The Patience Stone

Front Cover
Other Press, Jan 19, 2010 - Fiction - 160 pages
10 Reviews
“For far too long, Afghan women have been faceless and voiceless. Until now. With The Patience Stone, Atiq Rahimi gives face and voice to one unforgettable woman–and, one could argue, offers her as a proxy for the grievances of millions…it is a rich read, part allegory, part a tale of retribution, part an exploration of honor, love, sex, marriage, war.  It is without doubt an important and courageous book.” from the introduction by Khaled Hosseini, author of The Kite Runner and A Thousand Splendid Suns

In Persian folklore, Syngue Sabour is the name of a magical black stone, a patience stone, which absorbs the plight of those who confide in it. It is believed that the day it explodes, after having received too much hardship and pain, will be the day of the Apocalypse. But here, the Syngue Sabour is not a stone but rather a man lying brain-dead with a bullet lodged in his neck. His wife is with him, sitting by his side. But she resents him for having sacrificed her to the war, for never being able to resist the call to arms, for wanting to be a hero, and in the end, after all was said and done, for being incapacitated in a small skirmish. Yet she cares, and she speaks to him. She even talks to him more and more, opening up her deepest desires, pains, and secrets. While in the streets rival factions clash and soldiers are looting and killing around her, she speaks of her life, never knowing if her husband really hears. And it is an extraordinary confession, without restraint, about sex and love and her anger against a man who never understood her, who mistreated her, who never showed her any respect or kindness. Her admission releases the weight of oppression of marital, social, and religious norms, and she leads her story up to the great secret that is unthinkable in a country such as Afghanistan. Winner of the Prix Goncourt, The Patience Stone captures with great courage and spare, poetic, prose the reality of everyday life for an intelligent woman under the oppressive weight of the Taliban regime in Afghanistan.

From the Hardcover edition.

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LibraryThing Review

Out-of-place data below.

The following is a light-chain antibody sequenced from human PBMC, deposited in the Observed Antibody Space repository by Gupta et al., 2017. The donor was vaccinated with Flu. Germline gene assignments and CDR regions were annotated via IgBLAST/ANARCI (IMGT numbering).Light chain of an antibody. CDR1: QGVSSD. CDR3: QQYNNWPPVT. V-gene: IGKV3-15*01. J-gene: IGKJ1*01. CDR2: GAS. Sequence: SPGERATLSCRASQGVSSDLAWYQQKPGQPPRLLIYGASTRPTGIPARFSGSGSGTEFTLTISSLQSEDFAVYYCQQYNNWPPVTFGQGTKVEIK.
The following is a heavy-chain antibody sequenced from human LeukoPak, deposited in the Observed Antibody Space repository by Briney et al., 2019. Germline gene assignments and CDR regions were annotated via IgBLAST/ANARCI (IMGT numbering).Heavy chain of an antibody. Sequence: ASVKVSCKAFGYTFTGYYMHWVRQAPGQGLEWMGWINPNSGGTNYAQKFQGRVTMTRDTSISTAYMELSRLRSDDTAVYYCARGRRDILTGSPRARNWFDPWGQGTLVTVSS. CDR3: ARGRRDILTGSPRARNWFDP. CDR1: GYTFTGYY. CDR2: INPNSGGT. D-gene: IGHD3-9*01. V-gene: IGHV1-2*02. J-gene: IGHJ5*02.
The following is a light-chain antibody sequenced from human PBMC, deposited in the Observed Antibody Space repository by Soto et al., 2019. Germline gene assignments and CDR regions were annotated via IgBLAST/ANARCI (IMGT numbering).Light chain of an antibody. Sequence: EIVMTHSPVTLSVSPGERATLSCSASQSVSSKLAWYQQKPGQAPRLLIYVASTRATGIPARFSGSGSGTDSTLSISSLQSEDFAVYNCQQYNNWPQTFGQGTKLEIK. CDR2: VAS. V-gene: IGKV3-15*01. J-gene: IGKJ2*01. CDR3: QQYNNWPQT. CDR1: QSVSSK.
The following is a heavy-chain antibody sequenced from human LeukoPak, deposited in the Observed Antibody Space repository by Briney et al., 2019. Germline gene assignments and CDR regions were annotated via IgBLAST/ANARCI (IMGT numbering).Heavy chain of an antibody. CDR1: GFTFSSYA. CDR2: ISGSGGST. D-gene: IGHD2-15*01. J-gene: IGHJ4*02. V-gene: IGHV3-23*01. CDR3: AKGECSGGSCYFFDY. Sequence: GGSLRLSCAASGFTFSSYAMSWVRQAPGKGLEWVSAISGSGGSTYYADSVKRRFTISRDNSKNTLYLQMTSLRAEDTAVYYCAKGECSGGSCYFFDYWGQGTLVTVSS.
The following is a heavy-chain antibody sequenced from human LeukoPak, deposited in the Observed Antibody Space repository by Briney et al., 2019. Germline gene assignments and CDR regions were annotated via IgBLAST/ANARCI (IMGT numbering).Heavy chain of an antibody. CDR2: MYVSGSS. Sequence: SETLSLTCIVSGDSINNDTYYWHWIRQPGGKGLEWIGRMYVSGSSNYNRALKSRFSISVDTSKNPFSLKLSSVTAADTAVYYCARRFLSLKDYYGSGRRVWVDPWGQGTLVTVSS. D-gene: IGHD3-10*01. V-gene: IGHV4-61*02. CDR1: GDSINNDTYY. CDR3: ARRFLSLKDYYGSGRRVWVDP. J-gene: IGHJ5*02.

User Review  - K3ndra28 - LibraryThing

Around the World in Books Challenge: Afghanistan This book was a whirlwind and I basically read it in one go. By the end I was left stunned. The entirety of this book is set in one room and, although ... Read full review

LibraryThing Review

User Review  - petrificius - LibraryThing

Disappointing read. I expected so much out of this book, with such a plot, but it is entirely wasted. It was over before I could connect with the woman. It failed to make any impact on me. Reading this felt utterly pointless. Read full review

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About the author (2010)

Atiq Rahimi was born in Afghanistan in 1962, and fled to France in 1984, where he became the Prix Goncourt-winning author of The Patience Stone in 2008, and directed the film version of his novel Earth and Ashes, which won the Prix du Regard vers l'Avenir at Cannes in 2004. His adaptation of The Patience Stone, which he cowrote and directed, was the Afghan entry for the Best Foreign Language Film at the Academy Awards. He has recently set up a Writers' House in Kabul to provide support and training to young writers and filmmakers. He lives in Paris.

Polly McLean was born in South Africa, grew up in Paris, and made her career as a freelance translator in Oxford, England. Winner of the 2009 Scott Moncrieff Prize for French translation, she has translated titles by actresses Catherine Deneuve and Sylvia Kristel, as well as acclaimed works by the award-winning author Philippe Grimbert.

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